It’s probably not a stretch to say that the Outback is what put Subaru on the map. Introduced for 1995 as an SUV-flavored trim level of the Legacy wagon, it was soon upgraded to its own model, and sales have seen a steady climb since. Today – as for many years – it is Subaru’s best-selling vehicle.
For 2020, Subaru ushers in the sixth generation of the Outback. With it comes greater rear-seat and cargo room, some new features, and the return of a turbocharged engine. Also added is a new Onyx trim level that carries black wheels and trim along with special StarTex water-repellent upholstery.
While a modified version of the base 2.5-liter “flat four” engine returns sporting 182 horsepower, new for 2020 is a 2.4-liter turbocharged version with 260 horsepower; models so equipped carry an XT suffix. The turbo replaces a 3.6-liter flat six of 256 horsepower. Both engines are paired only with a CVT automatic transmission, and all-wheel drive is again standard.
Newly available features for 2020 include an 11.6-inch vertically oriented touchscreen, hands-free power liftgate, and 180-degree front-view camera. Other available features include stop-and-go adaptive cruise control with lane centering, Subaru’s DriverFocus Distraction Mitigation System, and a head-up display.
Seven trim levels are offered, some having option packages that add desirable features.
The base Outback starts at $27,655 including $1010 destination. It comes quite well equipped, with standard features that include dual 7-inch touchscreens, Apple CarPlay/Android Auto, satellite radio, forward collision warning and mitigation, lane-departure warning, full-speed adaptive cruise control with lane centering and head-up display, rearview camera with washer, automatic climate control, roof rails with tie-down points, and tire-pressure monitor with individual tire-pressure readouts.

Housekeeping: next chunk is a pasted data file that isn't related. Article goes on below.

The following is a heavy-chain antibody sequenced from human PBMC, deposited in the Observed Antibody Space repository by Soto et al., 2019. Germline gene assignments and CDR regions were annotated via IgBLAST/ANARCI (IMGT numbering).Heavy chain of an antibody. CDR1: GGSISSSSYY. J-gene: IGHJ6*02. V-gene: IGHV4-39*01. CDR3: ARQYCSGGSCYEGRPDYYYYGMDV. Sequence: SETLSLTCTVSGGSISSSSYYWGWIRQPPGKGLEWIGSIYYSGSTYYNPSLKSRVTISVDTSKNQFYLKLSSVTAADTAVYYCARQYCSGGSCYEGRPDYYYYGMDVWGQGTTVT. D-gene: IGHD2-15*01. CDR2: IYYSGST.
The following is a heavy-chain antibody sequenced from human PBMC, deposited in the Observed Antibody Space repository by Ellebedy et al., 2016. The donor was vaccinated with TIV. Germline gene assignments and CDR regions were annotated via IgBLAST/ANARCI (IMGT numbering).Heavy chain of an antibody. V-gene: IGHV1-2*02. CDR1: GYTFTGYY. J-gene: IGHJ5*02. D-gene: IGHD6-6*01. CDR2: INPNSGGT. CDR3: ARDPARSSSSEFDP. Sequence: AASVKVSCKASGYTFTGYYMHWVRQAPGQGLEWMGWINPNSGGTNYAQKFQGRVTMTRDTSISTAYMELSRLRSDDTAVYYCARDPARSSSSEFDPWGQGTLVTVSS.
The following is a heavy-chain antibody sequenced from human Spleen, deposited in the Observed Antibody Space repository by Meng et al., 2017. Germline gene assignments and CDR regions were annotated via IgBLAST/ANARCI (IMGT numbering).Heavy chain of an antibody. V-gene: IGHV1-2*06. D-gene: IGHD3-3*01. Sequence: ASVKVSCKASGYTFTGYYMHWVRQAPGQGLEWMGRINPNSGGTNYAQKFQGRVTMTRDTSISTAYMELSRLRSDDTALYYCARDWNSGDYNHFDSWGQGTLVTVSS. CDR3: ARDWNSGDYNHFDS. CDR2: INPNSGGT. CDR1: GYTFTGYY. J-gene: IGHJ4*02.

The $29,905 Premium adds an 11.6-inch touchscreen, 10-way power driver seat with lumbar adjustment, heated front seats/mirrors/windshield wipers, and single-touch retracting cargo cover. Optional are blind-spot/rear cross traffic alert, hands-free power liftgate, keyless access and starting, navigation system, and power moonroof.
The $34,455 Limited brings most of those features plus heated rear seats, leather upholstery, new reverse automatic braking, adaptive LED headlights with automatic height adjustment, memory driver seat, 8-way power passenger seat, and auto-dimming rearview mirror with compass and Homelink transmitter. Optional are a navigation system, heated steering wheel, power moonroof, and Subaru’s DriverFocus Distraction Mitigation System. Also offered is the Limited XT with the 2.4-liter turbocharged engine, navigation system, DriverFocus, heated steering wheel, and moonroof for $38,755.
Next up the price ladder is the new $35,905 Onyx Edition XT, which gets the turbocharged engine, black wheels and trim, 180-degree front-view camera, hands-free power liftgate, and water-resistant StarTex upholstery. Optional are a power moonroof, navigation system, and reverse automatic braking.
Topping the lineup is the Touring, which goes for $38,755 with the 2.5-liter engine, $40,705 as the Touring XT with the 2.4-liter turbo. Its added features include a navigation system, DriverFocus, 180-degree front-view camera, ventilated front seats, heated steering wheel, and power moonroof.